Pegged as Eugene O’Neill’s only comedy, Ah, Wilderness! is a neat balance of slapstick gags, drunken mayhem, impromptu verse recitals, and most pertinently, a grand display of how a middle-class family negotiates morality.
Set on 4th July, the Miller family are celebrating Independence Day at their beach house in Connecticut. O’Neill’s work is rendered surreal by the set design, which sees the cast vault up sand dunes, dig up prop pieces from beneath the sand and conduct domestic conversations amongst ruin-like rubble. The Miller’s weekend at their beach house is explored as a memory and the dreamlike set lends itself well to the fluidity of memory, which often skews real events and renders them changed by individual interpretation.
Despite its proclamations of being a comedy, Ah, Wilderness! delivers moments of dark, dramatic poignancy under Natalie Abrahami’s direction, marking the work as a much more complex affair. Alcoholism is a key issue of the play, unsurprising given that O’Neill was himself a heavy drinker. The devastating results that addiction can cause are explored via two characters, Richard and family fool, Sid. Sid’s on-going dependency on alcohol is much discussed by the rest of the family, deemed as being the reason he and Lily never made it as a couple. For her, it is devastating, for the audience and the remainder of the family, Sid’s drunken activities are a spectacle, and Dominic Rowan gives a fantastic drunken performance. Sid is rendered a fool, something which his beloved Lily cannot bear to watch. In the brief moments that the audience sees intoxicated Sid, we cannot help but find the humour in his drunken state: acting like children round the dinner table, the audience sniggers at Sid, our naivety hiding the more sinister revelations that wisdom brings.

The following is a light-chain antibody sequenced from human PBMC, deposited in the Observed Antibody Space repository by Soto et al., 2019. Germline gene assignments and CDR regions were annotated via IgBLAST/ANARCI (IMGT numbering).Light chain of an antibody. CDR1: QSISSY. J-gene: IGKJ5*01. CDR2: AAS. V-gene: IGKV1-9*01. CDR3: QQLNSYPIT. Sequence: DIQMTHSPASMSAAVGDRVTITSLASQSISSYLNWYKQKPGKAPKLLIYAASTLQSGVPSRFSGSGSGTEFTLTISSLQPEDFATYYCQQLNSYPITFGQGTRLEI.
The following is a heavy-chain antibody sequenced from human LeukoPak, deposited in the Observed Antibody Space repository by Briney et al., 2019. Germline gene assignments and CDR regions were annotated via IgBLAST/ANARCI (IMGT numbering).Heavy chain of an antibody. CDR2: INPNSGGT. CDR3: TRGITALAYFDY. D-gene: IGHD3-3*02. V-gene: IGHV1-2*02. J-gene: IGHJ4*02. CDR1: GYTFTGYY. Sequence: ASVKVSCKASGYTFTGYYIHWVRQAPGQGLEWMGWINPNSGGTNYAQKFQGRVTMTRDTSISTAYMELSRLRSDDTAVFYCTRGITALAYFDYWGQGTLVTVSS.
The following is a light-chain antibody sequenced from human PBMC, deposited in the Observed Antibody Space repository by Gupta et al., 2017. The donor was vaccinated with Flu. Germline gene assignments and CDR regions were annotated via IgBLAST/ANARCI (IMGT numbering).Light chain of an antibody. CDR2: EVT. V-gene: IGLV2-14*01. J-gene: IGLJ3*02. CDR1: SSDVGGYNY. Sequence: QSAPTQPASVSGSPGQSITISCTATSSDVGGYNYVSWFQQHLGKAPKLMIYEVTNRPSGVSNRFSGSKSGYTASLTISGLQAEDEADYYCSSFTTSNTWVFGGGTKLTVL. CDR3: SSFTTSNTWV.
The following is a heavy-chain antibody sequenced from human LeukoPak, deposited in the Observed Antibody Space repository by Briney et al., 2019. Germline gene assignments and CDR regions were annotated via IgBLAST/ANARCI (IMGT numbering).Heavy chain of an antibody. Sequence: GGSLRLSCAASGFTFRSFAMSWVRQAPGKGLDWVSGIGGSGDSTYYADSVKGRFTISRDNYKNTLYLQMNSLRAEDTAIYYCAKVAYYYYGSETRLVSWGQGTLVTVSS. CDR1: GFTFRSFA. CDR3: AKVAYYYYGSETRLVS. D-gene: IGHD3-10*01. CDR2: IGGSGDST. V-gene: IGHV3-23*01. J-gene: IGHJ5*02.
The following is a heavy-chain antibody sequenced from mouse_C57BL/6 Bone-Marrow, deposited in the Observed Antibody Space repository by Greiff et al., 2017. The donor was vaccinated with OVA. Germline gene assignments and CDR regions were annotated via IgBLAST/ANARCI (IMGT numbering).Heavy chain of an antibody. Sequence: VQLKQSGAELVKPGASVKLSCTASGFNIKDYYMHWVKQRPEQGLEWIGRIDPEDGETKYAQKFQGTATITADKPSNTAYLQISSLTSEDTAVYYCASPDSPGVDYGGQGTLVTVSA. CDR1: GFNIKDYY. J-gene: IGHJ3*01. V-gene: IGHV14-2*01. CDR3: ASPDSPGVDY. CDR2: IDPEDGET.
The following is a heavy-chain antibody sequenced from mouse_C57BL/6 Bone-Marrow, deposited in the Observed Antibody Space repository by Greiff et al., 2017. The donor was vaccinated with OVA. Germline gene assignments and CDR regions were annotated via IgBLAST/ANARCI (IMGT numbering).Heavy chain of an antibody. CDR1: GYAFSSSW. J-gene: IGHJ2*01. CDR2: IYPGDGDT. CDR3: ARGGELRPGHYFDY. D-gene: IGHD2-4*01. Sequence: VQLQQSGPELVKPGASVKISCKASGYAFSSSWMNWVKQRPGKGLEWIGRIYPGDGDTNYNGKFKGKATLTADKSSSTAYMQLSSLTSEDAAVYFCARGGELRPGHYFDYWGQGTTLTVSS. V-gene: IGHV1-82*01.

Within O’Neill’s world, the characters seemed to have manufactured their own moral codes for what is acceptable, admirable or despicable. Richard Miller (George Mackay) pines after his love, Muriel McComber (Georgia Bourke), after her father forbids their relationship to continue out of fear her saintly reputation may become tarnished. This leads Richard down a path of sinful discovery as he finds himself in a brothel, liquored up and amongst debaucherous company. However, unlike Sid and more notably, Eugene O’Neill, Richard is able to reject this indulgent lifestyle and remain faithful to his true desires.
Richard’s admirable choices are one’s that perhaps O’Neill wanted for his own life. Ah, Wilderness! is a sweet serenade to the possibilities of youth, the trappings of memory and the carnage caused by those who fail to act.
Ah, Wilderness! is playing at the Young Vic until 23 May. For tickets and more information, see the Young Vic website. Photo by Johan Persson.